Cry Freedom (1987)
Critics Consensus: No consensus yet.
Critics Consensus: No consensus yet.
User Ratings: 9,332
Movie InfoRichard Attenborough directed this dramatic story, based on actual events, about the friendship between two men struggling against apartheid in South Africa in the 1970s. Donald Woods (Kevin Kline) is a white liberal journalist in South Africa who begins to follow the activities of Stephen Biko (Denzel Washington), a courageous and outspoken black anti-apartheid activist. Woods and his wife Wendy (Penelope Wilton) get to know Biko, and they become friends, until Biko is brutally murdered at the hands of government troops in 1977 for his activities against the country's repression of the black majority population. Donald is shocked and appalled by Biko's murder and determined that the truth about Biko will become known to the world; eventually, Donald and Wendy Woods and their children must leave South Africa (and nearly everything they have) as they spread the word about Biko's life and death to ensure that he did not die in vain. Washington received an Academy Award nomination for his performance as Biko. ~ Mark Deming, Rovi … More
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Critic Reviews for Cry Freedom
Washington does a remarkable job of transforming himself into the articulte and mesmerizing black nationalist leader, whose refusal to keep silent led to his death in police custody and a subsequent coverup.
An implacable work of authority and compassion, Cry Freedom is political cinema at its best.
These are fine methods for delivering a civics lesson, which to some extent is what the Attenborough approach is all about. But for a film that aspires to entertain as well as educate, they are less helpful.
Cry Freedom is a sincere and valuable movie, and despite my fundamental reservations about it, I think it probably should be seen.
In a country busier than Chile with oppression, violence and subjugation, the story of Woods' slow awakening is certainly not the most exciting, or revealing.
Biko was unflappable, logical and witty in life, and Washington conveys that solidity onscreen.
As a biopic, anti-Apartheid chronicle, the film is mediocre, but the young Denzel Washington is excellent, rendering an Oscar-nominated performance.
One of the best films to come out of the 1980s. Simply amazing.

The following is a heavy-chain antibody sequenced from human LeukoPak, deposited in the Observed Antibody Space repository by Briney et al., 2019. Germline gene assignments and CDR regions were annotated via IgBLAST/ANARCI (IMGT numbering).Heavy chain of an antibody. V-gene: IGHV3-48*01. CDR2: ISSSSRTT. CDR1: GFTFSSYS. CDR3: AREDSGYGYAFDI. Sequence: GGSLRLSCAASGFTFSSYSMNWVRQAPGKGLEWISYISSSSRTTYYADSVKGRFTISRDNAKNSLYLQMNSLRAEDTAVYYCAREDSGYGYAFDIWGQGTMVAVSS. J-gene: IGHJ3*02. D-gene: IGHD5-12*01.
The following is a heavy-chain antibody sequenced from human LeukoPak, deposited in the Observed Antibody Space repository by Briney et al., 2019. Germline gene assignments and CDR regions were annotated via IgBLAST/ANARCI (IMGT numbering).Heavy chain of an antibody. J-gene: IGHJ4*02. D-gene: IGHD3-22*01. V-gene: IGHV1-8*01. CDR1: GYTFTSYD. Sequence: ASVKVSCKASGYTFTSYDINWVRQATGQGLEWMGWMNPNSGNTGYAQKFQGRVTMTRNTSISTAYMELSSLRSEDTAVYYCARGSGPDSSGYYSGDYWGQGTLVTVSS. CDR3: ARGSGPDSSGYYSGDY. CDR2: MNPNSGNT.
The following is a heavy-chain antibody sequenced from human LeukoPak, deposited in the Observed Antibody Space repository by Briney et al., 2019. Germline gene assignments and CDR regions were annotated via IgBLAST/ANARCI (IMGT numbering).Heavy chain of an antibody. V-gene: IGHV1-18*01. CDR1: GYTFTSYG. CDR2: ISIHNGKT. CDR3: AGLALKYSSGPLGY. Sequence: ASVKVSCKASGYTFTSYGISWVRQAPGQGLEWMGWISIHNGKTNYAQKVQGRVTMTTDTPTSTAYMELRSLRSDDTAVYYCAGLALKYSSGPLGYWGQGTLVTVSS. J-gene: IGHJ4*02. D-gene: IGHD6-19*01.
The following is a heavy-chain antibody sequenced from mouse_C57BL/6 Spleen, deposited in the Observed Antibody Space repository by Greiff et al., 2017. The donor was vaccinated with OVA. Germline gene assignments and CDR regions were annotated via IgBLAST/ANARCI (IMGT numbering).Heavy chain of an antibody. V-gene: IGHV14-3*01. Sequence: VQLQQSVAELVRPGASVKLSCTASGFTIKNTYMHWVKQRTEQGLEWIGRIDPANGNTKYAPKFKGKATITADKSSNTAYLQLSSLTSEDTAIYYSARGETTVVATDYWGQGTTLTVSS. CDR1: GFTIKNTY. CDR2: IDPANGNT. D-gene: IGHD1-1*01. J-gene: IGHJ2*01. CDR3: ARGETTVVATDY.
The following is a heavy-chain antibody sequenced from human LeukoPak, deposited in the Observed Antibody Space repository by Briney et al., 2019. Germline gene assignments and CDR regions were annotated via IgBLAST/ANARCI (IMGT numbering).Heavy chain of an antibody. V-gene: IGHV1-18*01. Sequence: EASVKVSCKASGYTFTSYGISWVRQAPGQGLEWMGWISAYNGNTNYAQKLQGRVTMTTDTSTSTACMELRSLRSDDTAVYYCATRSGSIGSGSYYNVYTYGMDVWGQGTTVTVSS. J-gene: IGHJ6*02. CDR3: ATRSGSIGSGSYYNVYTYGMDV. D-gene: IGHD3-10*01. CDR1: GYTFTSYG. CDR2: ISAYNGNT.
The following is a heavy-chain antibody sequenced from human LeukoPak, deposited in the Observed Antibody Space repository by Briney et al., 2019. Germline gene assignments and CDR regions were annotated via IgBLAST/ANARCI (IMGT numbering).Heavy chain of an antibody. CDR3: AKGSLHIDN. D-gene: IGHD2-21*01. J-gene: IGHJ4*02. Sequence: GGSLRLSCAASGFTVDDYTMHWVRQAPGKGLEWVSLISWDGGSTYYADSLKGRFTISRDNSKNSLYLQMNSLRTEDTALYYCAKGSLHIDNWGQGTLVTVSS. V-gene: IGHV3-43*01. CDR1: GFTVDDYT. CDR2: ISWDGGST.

A historical document as well as powerful, disturbing drama
Sincere and movie - but not enough Denzel.
Often harrowing and naturalistic but ultimately self-important in its indictment of police-state politics.
One of the best films of 1987 with its searing condemnation of racism and violence in South Africa.
a Hollywood whitewashing of a potentially explosive story
Audience Reviews for Cry Freedom
Great Acting, very moving story.
Typically worthy and well-made biopic of Steven Biko and his death at the hands of the racist south african regime from Richard Attenborough. The first half of the film featuring the man himself played by Denzel in one of his best roles works better, as we get to know the man and his motives. It's harder to care about Kline's attempts to escape the country in the wake of Biko's death, but it's still fascinating stuff.
Extraordinary true-life story of friendship between black activist and white newspaper editor in South Africa who told against the backdrop of a turbulent but beautiful land rich in everything but common humanity.
Good movie based on actual events in 70's S.Africa. Set during the apartheid an unlikely friendship between a white liberal and a black activist form the basis of the story. Kline and Washington are on top form, but it has a TV movie feel from beginning to end. I usually don't watch this genre of movie, as the depress the shit out of me, but one of my students was studying the book for his literature class so I thought I'd cut a few corners. Cry Freedom is a worthwhile watch, but you will be shocked by the level of cruelty done by the S, African government at that time.
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